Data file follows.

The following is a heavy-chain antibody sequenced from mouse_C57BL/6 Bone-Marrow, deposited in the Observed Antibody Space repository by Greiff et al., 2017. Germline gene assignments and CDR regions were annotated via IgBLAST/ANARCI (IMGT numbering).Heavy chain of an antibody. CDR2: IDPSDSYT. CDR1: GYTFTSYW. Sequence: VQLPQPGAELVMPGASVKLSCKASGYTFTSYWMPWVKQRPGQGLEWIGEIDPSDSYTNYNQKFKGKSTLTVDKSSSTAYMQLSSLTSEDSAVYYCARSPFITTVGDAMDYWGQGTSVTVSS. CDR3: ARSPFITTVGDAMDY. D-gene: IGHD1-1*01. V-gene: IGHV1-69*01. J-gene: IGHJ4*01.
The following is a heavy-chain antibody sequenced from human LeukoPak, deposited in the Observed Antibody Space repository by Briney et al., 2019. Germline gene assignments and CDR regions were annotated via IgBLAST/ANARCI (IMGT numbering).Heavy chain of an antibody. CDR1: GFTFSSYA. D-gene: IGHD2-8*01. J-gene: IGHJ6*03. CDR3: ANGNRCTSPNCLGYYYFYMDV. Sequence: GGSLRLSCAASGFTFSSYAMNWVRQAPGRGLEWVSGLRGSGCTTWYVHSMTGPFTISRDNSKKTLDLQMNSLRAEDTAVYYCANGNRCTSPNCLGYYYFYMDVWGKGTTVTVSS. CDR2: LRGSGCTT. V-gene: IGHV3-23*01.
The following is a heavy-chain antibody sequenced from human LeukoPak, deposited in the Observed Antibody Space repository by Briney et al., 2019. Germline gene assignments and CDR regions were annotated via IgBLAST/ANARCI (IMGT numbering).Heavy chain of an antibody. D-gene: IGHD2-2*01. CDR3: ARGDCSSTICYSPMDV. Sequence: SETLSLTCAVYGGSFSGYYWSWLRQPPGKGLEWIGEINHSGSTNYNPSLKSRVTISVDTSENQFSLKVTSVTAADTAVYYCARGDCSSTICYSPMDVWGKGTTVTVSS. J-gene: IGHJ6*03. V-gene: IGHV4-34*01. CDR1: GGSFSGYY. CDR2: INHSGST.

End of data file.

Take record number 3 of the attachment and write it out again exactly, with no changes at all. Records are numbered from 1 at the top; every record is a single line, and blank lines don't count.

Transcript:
The following is a heavy-chain antibody sequenced from human LeukoPak, deposited in the Observed Antibody Space repository by Briney et al., 2019. Germline gene assignments and CDR regions were annotated via IgBLAST/ANARCI (IMGT numbering).Heavy chain of an antibody. D-gene: IGHD2-2*01. CDR3: ARGDCSSTICYSPMDV. Sequence: SETLSLTCAVYGGSFSGYYWSWLRQPPGKGLEWIGEINHSGSTNYNPSLKSRVTISVDTSENQFSLKVTSVTAADTAVYYCARGDCSSTICYSPMDVWGKGTTVTVSS. J-gene: IGHJ6*03. V-gene: IGHV4-34*01. CDR1: GGSFSGYY. CDR2: INHSGST.